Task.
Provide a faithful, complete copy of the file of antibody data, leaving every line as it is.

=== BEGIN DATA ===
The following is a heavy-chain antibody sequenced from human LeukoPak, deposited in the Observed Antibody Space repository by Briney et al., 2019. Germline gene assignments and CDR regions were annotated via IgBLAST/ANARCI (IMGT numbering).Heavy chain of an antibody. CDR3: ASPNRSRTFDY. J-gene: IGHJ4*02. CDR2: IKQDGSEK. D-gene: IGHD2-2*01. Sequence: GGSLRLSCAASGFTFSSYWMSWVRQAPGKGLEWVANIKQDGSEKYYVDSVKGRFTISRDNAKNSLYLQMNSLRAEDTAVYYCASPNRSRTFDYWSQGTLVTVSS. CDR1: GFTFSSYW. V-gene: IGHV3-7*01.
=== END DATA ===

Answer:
The following is a heavy-chain antibody sequenced from human LeukoPak, deposited in the Observed Antibody Space repository by Briney et al., 2019. Germline gene assignments and CDR regions were annotated via IgBLAST/ANARCI (IMGT numbering).Heavy chain of an antibody. CDR3: ASPNRSRTFDY. J-gene: IGHJ4*02. CDR2: IKQDGSEK. D-gene: IGHD2-2*01. Sequence: GGSLRLSCAASGFTFSSYWMSWVRQAPGKGLEWVANIKQDGSEKYYVDSVKGRFTISRDNAKNSLYLQMNSLRAEDTAVYYCASPNRSRTFDYWSQGTLVTVSS. CDR1: GFTFSSYW. V-gene: IGHV3-7*01.